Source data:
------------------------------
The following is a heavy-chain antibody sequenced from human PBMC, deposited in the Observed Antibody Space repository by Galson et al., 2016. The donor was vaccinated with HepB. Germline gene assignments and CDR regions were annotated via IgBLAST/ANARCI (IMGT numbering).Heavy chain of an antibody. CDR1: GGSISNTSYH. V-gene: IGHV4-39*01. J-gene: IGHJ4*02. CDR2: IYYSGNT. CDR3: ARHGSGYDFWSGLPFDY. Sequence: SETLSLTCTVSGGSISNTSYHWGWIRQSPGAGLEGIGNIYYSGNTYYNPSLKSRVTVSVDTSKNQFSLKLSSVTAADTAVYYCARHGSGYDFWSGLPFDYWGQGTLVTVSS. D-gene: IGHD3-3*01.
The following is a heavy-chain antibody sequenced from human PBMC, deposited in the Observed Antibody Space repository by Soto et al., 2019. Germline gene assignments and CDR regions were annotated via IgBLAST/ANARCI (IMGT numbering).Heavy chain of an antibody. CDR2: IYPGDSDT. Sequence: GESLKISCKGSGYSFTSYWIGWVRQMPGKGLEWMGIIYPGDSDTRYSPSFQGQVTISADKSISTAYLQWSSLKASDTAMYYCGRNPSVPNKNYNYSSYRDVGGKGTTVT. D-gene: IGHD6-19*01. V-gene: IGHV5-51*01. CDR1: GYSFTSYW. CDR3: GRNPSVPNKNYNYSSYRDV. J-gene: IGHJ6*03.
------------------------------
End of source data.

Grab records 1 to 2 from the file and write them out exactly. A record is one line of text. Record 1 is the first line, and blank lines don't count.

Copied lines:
The following is a heavy-chain antibody sequenced from human PBMC, deposited in the Observed Antibody Space repository by Galson et al., 2016. The donor was vaccinated with HepB. Germline gene assignments and CDR regions were annotated via IgBLAST/ANARCI (IMGT numbering).Heavy chain of an antibody. CDR1: GGSISNTSYH. V-gene: IGHV4-39*01. J-gene: IGHJ4*02. CDR2: IYYSGNT. CDR3: ARHGSGYDFWSGLPFDY. Sequence: SETLSLTCTVSGGSISNTSYHWGWIRQSPGAGLEGIGNIYYSGNTYYNPSLKSRVTVSVDTSKNQFSLKLSSVTAADTAVYYCARHGSGYDFWSGLPFDYWGQGTLVTVSS. D-gene: IGHD3-3*01.
The following is a heavy-chain antibody sequenced from human PBMC, deposited in the Observed Antibody Space repository by Soto et al., 2019. Germline gene assignments and CDR regions were annotated via IgBLAST/ANARCI (IMGT numbering).Heavy chain of an antibody. CDR2: IYPGDSDT. Sequence: GESLKISCKGSGYSFTSYWIGWVRQMPGKGLEWMGIIYPGDSDTRYSPSFQGQVTISADKSISTAYLQWSSLKASDTAMYYCGRNPSVPNKNYNYSSYRDVGGKGTTVT. D-gene: IGHD6-19*01. V-gene: IGHV5-51*01. CDR1: GYSFTSYW. CDR3: GRNPSVPNKNYNYSSYRDV. J-gene: IGHJ6*03.